Are you seeing double? It's so easy to be mesmerized by portraits of twins who look like mirror images of each other. Artists have been capturing these uncanny sights for centuries now, and while these twin photographs are spellbinding on their own, the stories behind them are even more compelling. Perhaps their experiences can even peel back some of the mysteries behind these special sibling relationships...
More than skin deep?
Of course people are drawn to twins. We’re taught that everyone is different, so when two people who look virtually identical stand next to each other, it’s somehow magical. It runs much deeper than that, though. There is something otherworldly about the twins phenomenon and if rumors are to be believed, it’s more than skin deep.
Stranger than fiction
Have you ever heard of the supernatural link twins supposedly share? An unbreakable bond that transcends distance? It’s a common belief, but it’s so persistent that it does make you wonder if there’s any substance to it. Perhaps this is why twins are a recurring subject in photography. Either way, truth is indeed sometimes stranger than fiction if the reports are anything to go by.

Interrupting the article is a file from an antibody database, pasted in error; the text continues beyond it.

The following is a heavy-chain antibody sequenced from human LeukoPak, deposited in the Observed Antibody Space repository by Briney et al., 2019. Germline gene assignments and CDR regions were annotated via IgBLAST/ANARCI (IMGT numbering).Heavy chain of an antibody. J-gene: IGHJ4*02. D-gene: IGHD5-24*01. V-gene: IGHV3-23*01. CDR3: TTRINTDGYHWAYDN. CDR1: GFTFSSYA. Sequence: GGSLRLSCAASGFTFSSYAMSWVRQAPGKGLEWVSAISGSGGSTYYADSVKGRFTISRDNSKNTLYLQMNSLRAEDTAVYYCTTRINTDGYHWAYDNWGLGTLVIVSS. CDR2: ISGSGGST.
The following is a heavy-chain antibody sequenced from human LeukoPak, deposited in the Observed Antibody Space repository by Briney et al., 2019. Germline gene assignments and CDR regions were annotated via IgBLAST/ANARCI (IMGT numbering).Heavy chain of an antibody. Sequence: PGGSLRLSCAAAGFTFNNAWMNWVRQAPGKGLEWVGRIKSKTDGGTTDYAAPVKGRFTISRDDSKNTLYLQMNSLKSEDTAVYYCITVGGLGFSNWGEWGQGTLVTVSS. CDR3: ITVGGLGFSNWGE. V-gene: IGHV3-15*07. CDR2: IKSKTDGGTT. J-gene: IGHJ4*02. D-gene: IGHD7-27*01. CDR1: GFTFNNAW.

The mysterious nature of twins has become a common trope in our subconscious. It even raises its heads on our screens. Some of the most memorable movie moments — particularly in horror — leverage the mystery of twins. The scary ghost sisters in Stephen King’s The Shining is a prime example; apparently it was a role that came easily to actors Louise and Lisa Grady. “We’re naturally spooky,” they told Cosmopolitan magazine in 2019.
Chang and Eng Bunker are one of the earliest examples of famous twins. When they first arrived on the scene, so many photographers wanted to capture them there was a media frenzy. That’s because they were conjoined. In fact, they were the originators of the now-frowned-upon phrase “Siamese twins” and they were so popular it became an umbrella term for anyone with the conjoined condition. It was a unique occurrence to most people of the age.